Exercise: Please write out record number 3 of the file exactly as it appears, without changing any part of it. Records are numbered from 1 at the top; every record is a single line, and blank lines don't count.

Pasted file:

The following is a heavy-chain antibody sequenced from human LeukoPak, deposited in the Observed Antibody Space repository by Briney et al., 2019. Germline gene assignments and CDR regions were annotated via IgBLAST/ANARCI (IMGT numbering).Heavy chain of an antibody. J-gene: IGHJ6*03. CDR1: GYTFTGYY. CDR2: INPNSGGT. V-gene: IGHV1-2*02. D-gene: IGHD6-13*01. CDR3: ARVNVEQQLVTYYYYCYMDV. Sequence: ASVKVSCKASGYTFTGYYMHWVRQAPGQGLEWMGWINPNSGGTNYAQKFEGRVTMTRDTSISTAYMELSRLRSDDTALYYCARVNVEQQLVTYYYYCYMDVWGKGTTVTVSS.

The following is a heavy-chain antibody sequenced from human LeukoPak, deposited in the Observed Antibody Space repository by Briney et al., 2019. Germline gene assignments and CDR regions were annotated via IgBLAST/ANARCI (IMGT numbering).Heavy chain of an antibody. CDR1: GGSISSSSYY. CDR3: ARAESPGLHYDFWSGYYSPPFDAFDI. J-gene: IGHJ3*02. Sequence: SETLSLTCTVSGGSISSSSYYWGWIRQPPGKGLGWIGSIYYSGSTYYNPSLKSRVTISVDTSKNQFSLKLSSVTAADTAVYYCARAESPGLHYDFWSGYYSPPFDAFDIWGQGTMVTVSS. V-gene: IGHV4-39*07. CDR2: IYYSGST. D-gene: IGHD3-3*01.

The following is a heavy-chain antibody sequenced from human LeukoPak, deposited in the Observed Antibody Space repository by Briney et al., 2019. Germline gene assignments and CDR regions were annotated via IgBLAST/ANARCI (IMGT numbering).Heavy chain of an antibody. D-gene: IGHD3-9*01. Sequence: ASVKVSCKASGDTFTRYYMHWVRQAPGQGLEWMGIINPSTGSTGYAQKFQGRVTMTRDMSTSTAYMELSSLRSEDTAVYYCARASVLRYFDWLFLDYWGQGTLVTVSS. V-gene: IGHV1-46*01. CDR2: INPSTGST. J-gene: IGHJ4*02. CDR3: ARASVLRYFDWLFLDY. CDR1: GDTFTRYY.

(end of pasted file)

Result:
The following is a heavy-chain antibody sequenced from human LeukoPak, deposited in the Observed Antibody Space repository by Briney et al., 2019. Germline gene assignments and CDR regions were annotated via IgBLAST/ANARCI (IMGT numbering).Heavy chain of an antibody. D-gene: IGHD3-9*01. Sequence: ASVKVSCKASGDTFTRYYMHWVRQAPGQGLEWMGIINPSTGSTGYAQKFQGRVTMTRDMSTSTAYMELSSLRSEDTAVYYCARASVLRYFDWLFLDYWGQGTLVTVSS. V-gene: IGHV1-46*01. CDR2: INPSTGST. J-gene: IGHJ4*02. CDR3: ARASVLRYFDWLFLDY. CDR1: GDTFTRYY.